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How Sales, Sentiment, Supply Chain and Interest Rates Will Play Out in 2022

March 18, 2022

Spring could be a season of weakening fundamentals for the retail industry. Many retailers are unlikely to achieve higher sales this spring than they did last year, Pulse Ratings analysts warned. 2021 retail sales had been buoyed by stimulus checks distributed in March. Not only will customers lack the extra income in 2022, but they also worry about fuel costs and supply chain issues driving up the cost of living.

Consumer sentiment seems to agree with Pulse Ratings wariness. This March, U.S. consumer sentiment declined by nearly 5% to a decade-long low. Confidence is down almost 29.7% from a year ago amid uncertainty surrounding inflation and the Russia-Ukraine war. Inflation rose 7.9% in February, its most significant increase in 40 years, and is expected to dampen discretionary spending through the year. And rising gasoline prices are likely to hamper March spending even further, as the February data captured only a few days of the war.

In an effort to curb that inflation, the Federal Reserve on Wednesday announced an interest rate increase of 0.25 percentage points, the first in a long-anticipated series of hikes. Analysts don’t expect the higher rates to impact retail spending negatively until 2023, but this will affect other rates for consumer and business borrowing costs across the U.S. economy, from credit cards to corporate debt.

Meanwhile, the government and the private sector are working to stave off future supply chain snags. The Biden administration enlisted about 20 logistics suppliers and retailers for a data exchange it hopes will clear logjams at ports and speed up the flow of goods nationwide. The Freight Logistics Optimization Works program will require companies to be more open with their supply chain data, which companies historically have considered to be closely held proprietary information. “Supply chains are notoriously closed and opaque, and the lack of data sharing has exacerbated the supply chain crisis,” logistics real estate firm Prologis said. Siloed data can delay cargo moving from one part of the supply chain to another, driving up costs and keeping supply chains vulnerable. FLOW will work with shipping lines, ports, terminal operators, truckers, warehouses and beneficial cargo owners.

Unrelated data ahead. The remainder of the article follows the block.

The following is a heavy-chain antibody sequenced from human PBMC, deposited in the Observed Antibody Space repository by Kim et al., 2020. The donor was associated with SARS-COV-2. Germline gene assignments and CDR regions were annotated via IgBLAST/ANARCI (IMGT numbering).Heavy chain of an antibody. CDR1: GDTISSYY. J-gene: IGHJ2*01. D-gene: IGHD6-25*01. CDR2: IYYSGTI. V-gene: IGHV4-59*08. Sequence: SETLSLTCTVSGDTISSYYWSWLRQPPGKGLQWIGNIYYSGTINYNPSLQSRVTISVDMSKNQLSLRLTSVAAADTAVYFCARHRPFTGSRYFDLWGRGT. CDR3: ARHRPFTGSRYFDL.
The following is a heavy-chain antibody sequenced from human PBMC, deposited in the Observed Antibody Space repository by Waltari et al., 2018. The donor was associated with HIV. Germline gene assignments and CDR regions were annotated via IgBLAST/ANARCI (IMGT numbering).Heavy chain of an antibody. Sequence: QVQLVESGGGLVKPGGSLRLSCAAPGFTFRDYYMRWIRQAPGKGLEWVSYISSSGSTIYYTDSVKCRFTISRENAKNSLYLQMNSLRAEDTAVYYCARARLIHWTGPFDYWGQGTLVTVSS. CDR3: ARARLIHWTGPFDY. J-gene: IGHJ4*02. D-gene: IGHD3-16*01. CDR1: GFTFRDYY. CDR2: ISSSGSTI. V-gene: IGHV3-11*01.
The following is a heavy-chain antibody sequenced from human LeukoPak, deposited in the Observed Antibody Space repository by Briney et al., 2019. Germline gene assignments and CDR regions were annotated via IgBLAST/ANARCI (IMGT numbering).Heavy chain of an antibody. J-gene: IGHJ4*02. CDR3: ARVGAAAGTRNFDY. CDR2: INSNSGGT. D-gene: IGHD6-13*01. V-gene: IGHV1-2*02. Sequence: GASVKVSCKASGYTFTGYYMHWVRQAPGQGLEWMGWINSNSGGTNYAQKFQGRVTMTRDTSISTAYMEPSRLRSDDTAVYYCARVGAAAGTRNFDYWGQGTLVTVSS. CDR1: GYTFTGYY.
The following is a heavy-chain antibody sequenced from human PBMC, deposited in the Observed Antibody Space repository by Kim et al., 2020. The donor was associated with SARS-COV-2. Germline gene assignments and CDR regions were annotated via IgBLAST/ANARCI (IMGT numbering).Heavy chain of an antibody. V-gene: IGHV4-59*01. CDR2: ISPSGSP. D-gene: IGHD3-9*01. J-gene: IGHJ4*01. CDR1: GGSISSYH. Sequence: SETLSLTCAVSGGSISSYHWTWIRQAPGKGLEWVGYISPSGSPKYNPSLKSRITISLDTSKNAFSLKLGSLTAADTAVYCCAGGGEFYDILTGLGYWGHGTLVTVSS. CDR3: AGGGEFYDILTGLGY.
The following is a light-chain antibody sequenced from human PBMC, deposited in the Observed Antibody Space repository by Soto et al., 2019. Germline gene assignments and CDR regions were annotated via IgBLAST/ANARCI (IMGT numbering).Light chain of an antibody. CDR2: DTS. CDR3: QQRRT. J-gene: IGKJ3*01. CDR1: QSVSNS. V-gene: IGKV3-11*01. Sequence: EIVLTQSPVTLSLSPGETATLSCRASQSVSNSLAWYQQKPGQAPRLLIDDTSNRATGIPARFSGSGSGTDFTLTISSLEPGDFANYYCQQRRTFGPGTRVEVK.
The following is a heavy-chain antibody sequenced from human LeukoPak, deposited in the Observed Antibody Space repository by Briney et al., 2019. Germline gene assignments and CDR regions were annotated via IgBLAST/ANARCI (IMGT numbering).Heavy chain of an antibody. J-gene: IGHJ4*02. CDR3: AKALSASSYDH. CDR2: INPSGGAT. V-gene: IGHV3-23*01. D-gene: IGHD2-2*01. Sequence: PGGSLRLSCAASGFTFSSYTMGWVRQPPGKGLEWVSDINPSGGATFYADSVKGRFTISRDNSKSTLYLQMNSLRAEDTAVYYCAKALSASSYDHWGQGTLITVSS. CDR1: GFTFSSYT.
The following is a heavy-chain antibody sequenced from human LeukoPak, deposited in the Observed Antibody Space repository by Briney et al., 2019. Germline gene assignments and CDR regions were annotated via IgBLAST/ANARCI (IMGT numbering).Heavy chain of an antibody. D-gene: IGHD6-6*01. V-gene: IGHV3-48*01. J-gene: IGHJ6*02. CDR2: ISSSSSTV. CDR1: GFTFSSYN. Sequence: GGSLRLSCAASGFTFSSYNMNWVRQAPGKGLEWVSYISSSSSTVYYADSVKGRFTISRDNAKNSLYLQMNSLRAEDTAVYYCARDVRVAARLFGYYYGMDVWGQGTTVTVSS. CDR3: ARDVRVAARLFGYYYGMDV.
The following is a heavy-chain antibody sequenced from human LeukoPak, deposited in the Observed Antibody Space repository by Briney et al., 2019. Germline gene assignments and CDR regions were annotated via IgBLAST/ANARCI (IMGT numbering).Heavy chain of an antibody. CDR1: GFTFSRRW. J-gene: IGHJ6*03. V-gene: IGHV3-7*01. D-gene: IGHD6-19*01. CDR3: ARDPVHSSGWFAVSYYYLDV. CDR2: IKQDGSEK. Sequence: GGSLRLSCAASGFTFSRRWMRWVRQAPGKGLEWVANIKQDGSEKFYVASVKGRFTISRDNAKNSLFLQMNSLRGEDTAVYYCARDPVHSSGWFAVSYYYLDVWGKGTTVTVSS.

At the same time, retailers are buying and leasing bigger warehouses to stockpile “safety stock” to offset future supply chain disruptions. This trend helped dramatically drive up the volume last year of U.S. warehouse property leases and purchases of 200,000 square feet and larger, according to CBRE. Retailers and wholesalers were the top buyers and lessors of such warehouses, accounting for 35.8% of all activity, up considerably from 24.7% in 2020. They dethroned last year’s leader, e-commerce-only users, which fell from 27.1% to 10.7% of activity. Third-party logistics users remained in second place, expanding their collective share from 25.8% to 32.2%. “Securing large warehouses has been a key strategy for retailers to navigate supply chain constraints,” said John Morris, executive managing director and leader of CBRE Americas Industrial & Logistics Services. “In response, retailers have increased their inventory to meet demand for both in-store purchases and increasing e-commerce sales.”

RELATED: John Morris also took up the helm of CBRE’s retail business in 2020

—Additional reporting by ICSC Small Business Center executive editor Will Swarts

By Brannon Boswell

Executive Editor, Commerce + Communities Today

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